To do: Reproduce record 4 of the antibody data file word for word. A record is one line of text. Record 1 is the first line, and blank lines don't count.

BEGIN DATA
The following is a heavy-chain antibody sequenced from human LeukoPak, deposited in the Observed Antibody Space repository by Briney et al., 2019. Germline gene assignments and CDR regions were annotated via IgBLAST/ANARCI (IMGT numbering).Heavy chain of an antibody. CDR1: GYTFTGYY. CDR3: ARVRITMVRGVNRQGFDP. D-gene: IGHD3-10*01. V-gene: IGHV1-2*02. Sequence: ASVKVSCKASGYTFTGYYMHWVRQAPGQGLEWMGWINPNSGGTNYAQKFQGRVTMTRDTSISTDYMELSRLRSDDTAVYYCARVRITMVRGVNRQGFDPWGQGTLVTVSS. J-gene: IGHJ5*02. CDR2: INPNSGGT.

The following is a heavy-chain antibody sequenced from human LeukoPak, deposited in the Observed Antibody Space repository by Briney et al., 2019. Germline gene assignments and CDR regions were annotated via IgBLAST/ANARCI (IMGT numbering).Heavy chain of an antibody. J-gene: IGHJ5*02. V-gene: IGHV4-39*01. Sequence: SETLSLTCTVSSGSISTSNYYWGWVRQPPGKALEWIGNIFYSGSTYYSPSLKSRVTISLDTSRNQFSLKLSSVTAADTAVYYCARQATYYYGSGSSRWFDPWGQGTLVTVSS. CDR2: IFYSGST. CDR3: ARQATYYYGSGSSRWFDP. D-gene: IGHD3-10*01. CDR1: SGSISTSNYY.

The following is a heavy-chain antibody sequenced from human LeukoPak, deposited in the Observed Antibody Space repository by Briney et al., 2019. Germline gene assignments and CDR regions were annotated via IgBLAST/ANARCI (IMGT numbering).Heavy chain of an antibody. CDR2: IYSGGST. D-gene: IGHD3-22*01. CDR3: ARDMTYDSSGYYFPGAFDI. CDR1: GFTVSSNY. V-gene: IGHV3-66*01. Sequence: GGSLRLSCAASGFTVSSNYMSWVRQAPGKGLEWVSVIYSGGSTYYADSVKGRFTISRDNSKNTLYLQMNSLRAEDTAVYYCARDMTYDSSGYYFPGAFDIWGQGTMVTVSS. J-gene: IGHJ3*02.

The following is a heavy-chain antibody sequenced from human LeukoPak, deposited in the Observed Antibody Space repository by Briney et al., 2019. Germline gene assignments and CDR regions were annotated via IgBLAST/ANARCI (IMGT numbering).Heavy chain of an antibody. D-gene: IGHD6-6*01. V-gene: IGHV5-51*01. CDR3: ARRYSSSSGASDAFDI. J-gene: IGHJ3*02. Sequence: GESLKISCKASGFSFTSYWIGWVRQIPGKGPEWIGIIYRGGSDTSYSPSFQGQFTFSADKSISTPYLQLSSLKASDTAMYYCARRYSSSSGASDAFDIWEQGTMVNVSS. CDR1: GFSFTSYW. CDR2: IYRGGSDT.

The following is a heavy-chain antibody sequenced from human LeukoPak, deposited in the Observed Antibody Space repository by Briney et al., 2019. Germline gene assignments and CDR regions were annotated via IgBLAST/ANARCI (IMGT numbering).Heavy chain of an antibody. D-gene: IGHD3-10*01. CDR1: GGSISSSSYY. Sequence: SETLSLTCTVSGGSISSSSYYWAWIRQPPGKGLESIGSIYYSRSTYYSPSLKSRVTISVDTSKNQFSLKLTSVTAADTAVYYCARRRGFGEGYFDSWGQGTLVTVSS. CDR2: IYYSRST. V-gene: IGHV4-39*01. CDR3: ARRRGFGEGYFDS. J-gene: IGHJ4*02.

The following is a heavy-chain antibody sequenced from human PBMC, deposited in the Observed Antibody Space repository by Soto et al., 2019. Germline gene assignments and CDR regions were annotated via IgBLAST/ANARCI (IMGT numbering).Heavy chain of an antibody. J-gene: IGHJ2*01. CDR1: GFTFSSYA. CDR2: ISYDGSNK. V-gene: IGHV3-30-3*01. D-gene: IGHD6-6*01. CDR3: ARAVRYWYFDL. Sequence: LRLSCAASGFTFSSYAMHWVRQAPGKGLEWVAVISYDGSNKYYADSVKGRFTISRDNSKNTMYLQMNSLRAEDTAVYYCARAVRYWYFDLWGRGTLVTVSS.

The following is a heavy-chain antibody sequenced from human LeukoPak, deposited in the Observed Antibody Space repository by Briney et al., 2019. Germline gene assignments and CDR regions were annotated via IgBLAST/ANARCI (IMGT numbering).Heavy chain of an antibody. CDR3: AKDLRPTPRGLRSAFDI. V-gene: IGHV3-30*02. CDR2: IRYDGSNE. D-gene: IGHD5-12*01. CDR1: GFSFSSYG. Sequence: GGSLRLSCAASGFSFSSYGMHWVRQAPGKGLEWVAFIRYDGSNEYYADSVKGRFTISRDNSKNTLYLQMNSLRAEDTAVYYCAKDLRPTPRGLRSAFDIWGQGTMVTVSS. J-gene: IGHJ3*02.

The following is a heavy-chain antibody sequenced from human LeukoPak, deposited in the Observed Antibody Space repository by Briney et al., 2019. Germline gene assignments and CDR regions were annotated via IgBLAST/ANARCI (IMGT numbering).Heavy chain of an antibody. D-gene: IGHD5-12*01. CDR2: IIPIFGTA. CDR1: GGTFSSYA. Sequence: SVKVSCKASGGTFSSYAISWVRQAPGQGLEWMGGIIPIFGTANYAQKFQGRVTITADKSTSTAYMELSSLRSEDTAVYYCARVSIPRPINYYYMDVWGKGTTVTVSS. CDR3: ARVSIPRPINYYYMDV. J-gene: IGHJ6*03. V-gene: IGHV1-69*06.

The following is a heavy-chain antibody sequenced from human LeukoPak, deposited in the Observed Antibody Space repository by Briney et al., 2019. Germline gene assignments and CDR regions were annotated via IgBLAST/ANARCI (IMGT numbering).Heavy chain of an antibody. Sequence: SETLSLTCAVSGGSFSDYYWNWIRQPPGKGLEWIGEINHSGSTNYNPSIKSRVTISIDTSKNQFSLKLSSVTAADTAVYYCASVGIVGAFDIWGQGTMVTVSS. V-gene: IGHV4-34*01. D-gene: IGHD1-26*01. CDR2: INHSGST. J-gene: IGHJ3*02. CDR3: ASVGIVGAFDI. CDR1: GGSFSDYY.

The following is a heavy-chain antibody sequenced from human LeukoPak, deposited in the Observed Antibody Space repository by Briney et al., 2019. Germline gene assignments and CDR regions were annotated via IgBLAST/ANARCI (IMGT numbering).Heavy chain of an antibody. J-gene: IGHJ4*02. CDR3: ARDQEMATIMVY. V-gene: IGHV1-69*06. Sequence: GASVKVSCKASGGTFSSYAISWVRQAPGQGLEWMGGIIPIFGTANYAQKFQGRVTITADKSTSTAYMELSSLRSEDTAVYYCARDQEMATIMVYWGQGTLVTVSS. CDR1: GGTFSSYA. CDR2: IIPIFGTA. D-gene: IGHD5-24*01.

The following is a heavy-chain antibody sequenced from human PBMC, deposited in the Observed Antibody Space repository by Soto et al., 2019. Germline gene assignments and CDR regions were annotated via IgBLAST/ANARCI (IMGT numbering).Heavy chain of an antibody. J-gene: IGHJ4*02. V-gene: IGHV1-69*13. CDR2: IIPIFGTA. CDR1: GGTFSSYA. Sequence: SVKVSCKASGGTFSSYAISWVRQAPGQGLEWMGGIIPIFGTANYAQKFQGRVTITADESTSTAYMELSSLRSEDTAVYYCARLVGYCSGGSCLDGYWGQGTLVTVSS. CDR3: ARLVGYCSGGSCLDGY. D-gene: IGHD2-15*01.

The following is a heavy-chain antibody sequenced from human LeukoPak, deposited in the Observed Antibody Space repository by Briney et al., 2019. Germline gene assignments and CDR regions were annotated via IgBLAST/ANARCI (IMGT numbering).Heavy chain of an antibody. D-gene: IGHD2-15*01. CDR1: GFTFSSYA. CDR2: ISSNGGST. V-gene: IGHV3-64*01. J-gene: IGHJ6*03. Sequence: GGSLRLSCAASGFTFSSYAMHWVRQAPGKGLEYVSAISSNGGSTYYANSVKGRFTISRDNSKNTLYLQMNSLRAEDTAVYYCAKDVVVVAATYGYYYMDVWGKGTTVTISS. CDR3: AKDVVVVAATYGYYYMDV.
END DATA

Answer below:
The following is a heavy-chain antibody sequenced from human LeukoPak, deposited in the Observed Antibody Space repository by Briney et al., 2019. Germline gene assignments and CDR regions were annotated via IgBLAST/ANARCI (IMGT numbering).Heavy chain of an antibody. D-gene: IGHD6-6*01. V-gene: IGHV5-51*01. CDR3: ARRYSSSSGASDAFDI. J-gene: IGHJ3*02. Sequence: GESLKISCKASGFSFTSYWIGWVRQIPGKGPEWIGIIYRGGSDTSYSPSFQGQFTFSADKSISTPYLQLSSLKASDTAMYYCARRYSSSSGASDAFDIWEQGTMVNVSS. CDR1: GFSFTSYW. CDR2: IYRGGSDT.